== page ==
Without the stimulus of ever-rising credit, the global economy craters in a self-reinforcing cycle of defaults, deleveraging and collapsing debt-based consumption.
In an economy based on borrowing, i.e. credit a.k.a. debt, loan defaults and deleveraging (reducing leverage and debt loads) matter. Consider this chart of total credit in the U.S. Note that the relatively tiny decline in total credit in 2008 caused by subprime mortgage defaults (a.k.a. deleveraging) very nearly collapsed not just the U.S. financial system but the entire global financial system.
Every credit boom is followed by a credit bust, as uncreditworthy borrowers and highly leveraged speculators inevitably default. Homeowners with 3% down payment mortgages default when one wage earner loses their job, companies that are sliding into bankruptcy default on their bonds, and so on. This is the normal healthy credit cycle.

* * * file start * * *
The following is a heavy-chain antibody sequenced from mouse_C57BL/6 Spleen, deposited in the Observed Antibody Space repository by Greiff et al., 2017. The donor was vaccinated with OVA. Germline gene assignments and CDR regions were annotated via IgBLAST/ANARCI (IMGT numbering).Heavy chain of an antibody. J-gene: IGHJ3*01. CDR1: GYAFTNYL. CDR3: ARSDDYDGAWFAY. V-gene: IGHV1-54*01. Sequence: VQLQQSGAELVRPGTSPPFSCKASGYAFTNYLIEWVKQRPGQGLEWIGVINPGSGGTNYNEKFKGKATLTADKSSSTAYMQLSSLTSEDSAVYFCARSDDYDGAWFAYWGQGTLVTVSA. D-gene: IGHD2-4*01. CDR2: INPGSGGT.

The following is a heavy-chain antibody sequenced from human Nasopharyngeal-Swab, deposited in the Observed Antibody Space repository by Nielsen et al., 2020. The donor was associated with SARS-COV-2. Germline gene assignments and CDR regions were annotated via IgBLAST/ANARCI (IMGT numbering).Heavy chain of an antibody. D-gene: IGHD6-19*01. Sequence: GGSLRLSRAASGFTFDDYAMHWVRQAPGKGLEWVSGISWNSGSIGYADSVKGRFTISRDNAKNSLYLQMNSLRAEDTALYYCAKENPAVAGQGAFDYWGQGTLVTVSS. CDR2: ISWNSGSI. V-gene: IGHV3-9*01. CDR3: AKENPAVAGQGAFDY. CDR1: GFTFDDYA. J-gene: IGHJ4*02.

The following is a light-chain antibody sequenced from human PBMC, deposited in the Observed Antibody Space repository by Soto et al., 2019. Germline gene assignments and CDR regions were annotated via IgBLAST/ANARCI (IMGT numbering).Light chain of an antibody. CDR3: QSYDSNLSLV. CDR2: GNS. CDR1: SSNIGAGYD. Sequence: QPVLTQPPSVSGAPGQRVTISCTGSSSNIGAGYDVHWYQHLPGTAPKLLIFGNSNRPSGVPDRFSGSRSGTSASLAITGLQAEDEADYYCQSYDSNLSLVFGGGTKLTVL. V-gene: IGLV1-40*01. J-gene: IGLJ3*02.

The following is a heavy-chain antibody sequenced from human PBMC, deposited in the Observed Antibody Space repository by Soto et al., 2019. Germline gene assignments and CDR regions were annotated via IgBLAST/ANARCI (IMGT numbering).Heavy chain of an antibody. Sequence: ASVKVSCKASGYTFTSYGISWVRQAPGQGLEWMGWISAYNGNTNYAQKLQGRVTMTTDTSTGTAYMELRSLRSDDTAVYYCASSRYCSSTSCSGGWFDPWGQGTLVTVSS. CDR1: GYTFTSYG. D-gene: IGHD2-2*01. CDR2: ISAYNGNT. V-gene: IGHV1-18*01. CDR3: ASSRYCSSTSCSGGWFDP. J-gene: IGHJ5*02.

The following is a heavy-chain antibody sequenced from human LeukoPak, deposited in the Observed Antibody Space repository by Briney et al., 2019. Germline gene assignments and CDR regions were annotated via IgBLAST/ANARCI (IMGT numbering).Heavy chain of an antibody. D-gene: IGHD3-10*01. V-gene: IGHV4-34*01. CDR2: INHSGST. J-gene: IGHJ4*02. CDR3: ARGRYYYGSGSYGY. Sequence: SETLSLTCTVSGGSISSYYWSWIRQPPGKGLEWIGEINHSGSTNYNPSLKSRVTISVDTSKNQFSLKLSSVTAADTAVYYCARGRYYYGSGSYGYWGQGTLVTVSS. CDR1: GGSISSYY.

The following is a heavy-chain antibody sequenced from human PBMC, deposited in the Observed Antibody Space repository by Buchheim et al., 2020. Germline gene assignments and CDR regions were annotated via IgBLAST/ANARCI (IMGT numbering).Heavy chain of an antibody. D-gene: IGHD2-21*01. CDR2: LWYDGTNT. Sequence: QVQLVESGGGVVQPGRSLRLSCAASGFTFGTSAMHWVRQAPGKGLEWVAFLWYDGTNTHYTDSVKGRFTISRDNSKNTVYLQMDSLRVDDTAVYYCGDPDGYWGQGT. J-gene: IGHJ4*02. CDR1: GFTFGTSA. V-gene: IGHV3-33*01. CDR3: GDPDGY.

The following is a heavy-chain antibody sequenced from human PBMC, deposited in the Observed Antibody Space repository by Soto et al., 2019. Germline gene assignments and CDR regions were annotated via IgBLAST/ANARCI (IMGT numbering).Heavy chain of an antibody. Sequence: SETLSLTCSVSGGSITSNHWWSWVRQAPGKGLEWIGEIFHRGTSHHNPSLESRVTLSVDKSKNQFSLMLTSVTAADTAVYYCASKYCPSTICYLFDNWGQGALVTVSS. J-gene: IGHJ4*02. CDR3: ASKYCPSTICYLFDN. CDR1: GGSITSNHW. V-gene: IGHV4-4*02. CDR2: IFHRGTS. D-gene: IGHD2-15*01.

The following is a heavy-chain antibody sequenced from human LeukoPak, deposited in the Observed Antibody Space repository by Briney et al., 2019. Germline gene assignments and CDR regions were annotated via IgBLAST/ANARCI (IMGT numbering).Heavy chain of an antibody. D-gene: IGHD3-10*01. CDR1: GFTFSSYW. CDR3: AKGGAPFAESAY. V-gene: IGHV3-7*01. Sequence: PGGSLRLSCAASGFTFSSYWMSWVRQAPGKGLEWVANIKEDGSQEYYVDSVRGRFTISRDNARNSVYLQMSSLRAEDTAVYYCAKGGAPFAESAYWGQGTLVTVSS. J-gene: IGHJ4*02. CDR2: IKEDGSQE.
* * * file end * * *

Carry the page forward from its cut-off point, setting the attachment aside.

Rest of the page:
Bad debt is like dead wood piling up in the forest. Eventually it starts choking off new growth, and Nature’s solution is a conflagration–a raging forest fire that turns all the dead wood into ash. The fire of defaults and deleveraging is the only way to open up new areas for future growth.
Unfortunately, central banks have attempted to outlaw the healthy credit cycle.In effect, central banks have piled up dead wood (debt that will never be paid back) to the tops of the trees, and this is one fundamental reason why global growth is stagnant.
The central banks put out the default/deleveraging forest fire in 2008 with a tsunami of cheap new credit. Central banks created trillions of dollars, euros, yen and yuan and flooded the major economies with this cheap credit.
They also lowered yields on savings to zero so banks could pocket profits rather than pay depositors interest. This enabled the banks to rebuild their cash and balance sheets– at the expense of everyone with cash, of course.